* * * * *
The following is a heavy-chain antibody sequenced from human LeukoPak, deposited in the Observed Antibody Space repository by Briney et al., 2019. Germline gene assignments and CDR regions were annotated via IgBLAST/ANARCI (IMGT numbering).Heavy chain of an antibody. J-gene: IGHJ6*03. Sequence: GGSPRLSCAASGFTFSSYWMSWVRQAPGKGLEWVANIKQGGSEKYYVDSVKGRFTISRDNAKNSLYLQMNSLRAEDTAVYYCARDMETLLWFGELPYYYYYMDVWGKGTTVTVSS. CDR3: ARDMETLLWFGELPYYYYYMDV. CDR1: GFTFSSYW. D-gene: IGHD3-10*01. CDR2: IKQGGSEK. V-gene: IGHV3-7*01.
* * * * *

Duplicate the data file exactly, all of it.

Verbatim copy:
The following is a heavy-chain antibody sequenced from human LeukoPak, deposited in the Observed Antibody Space repository by Briney et al., 2019. Germline gene assignments and CDR regions were annotated via IgBLAST/ANARCI (IMGT numbering).Heavy chain of an antibody. J-gene: IGHJ6*03. Sequence: GGSPRLSCAASGFTFSSYWMSWVRQAPGKGLEWVANIKQGGSEKYYVDSVKGRFTISRDNAKNSLYLQMNSLRAEDTAVYYCARDMETLLWFGELPYYYYYMDVWGKGTTVTVSS. CDR3: ARDMETLLWFGELPYYYYYMDV. CDR1: GFTFSSYW. D-gene: IGHD3-10*01. CDR2: IKQGGSEK. V-gene: IGHV3-7*01.